Owens Builds Secret Fort, Won’t Tell Anybody Where It Is

As The Associated Press  reports:

Colorado has an elaborate plan to ensure state government will function in natural disaster or terror attack. There’s just one problem – someone forgot to tell the lawmakers.

The clandestine blueprint, kept in a notebook carried by a state patrol trooper at the Capitol, includes secret locations to house legislative leaders and a chain of command if the governor and lieutenant governor were incapacitated. But lawmakers – including some who could potentially run the state if other top leaders were injured or killed – say they’re puzzled about how it will work if no one knows where to go or what to do.

“We’re so essential they forgot to tell us,” said Senate President Joan Fitz-Gerald, a Democrat, who is third in line if the governor and lieutenant governor are incapacitated.

The plan, dubbed Continuity of Government, was developed with funds from the Homeland Security Department in 2003. It covers any disruption or attack that could shut down the Capitol or state agencies, ranging from a blizzard to total destruction.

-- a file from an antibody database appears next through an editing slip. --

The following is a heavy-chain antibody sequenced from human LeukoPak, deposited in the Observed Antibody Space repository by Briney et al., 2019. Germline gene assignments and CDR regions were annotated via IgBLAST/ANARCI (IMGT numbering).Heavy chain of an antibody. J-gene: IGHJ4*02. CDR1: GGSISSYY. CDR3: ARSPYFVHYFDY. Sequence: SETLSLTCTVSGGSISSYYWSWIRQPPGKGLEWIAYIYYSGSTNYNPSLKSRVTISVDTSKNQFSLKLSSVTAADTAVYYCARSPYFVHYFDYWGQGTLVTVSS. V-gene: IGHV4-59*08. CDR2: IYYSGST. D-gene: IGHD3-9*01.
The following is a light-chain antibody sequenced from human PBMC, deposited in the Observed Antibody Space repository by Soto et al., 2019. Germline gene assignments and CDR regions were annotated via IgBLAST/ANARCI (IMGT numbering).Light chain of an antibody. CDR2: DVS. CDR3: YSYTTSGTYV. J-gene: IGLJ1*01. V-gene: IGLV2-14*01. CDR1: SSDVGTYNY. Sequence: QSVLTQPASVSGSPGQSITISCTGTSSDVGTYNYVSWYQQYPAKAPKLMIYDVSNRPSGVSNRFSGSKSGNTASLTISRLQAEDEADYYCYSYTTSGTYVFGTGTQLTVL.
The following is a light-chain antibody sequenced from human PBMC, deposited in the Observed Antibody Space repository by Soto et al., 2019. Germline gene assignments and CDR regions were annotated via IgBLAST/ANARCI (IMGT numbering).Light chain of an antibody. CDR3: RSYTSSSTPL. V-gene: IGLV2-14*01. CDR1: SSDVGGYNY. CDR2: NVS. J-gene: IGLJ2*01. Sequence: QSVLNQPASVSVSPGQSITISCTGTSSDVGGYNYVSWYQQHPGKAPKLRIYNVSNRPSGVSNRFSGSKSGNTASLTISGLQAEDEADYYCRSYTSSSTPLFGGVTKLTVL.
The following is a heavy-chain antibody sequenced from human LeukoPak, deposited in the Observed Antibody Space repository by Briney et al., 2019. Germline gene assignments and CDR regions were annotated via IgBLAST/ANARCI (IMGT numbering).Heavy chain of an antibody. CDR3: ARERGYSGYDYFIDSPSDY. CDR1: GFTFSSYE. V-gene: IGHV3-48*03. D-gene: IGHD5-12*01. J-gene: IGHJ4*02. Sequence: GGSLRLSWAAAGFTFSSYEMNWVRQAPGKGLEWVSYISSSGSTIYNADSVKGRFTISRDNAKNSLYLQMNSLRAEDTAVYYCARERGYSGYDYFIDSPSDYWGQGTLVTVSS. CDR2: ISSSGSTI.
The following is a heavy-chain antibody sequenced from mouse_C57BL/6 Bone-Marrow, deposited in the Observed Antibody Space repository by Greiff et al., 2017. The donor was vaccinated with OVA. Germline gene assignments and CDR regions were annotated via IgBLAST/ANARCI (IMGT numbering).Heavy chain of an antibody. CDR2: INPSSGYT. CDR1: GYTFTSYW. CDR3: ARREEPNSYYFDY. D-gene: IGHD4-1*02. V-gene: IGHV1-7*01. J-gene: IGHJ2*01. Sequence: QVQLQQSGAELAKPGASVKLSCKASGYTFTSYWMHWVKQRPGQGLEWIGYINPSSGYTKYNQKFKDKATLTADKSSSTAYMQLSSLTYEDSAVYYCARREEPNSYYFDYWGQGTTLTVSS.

It includes two secret places where lawmakers could meet, as well as an emergency command center to house the governor and legislative leaders, said Barbara Kirkmeyer, who heads the Division of Local Government, which works closely with local governments.

Another secret location, code-named e-FOR3T, was set up with cots, a kitchen and conference rooms for agencies and lawmakers, as well as a computer space to back up the state’s essential information. It costs the state about $1.75 million per year.

The Republican administration of Gov. Bill Owens, which developed the plan with the help of a consultant, left no transition memo about it when it handed over power to Gov. Bill Ritter, a Democrat, in January, said Susan Kirkpatrick, executive director of the Department of Local Affairs…


But wait…that’s not the best part of the story. This is:

Mike Beasley, a former aide to Owens, said the plan was put together with help from a consultant after Owens’ office realized it had a problem during an emergency drill in 2003. Owens was angry he couldn’t locate some members of his Cabinet, Beasley said. It was up to legislators to put together their own plan, Beasley said.

Hell of a plan, there, fellas. Let’s all create our own continuity of government proposals and see which one works best in case of emergency.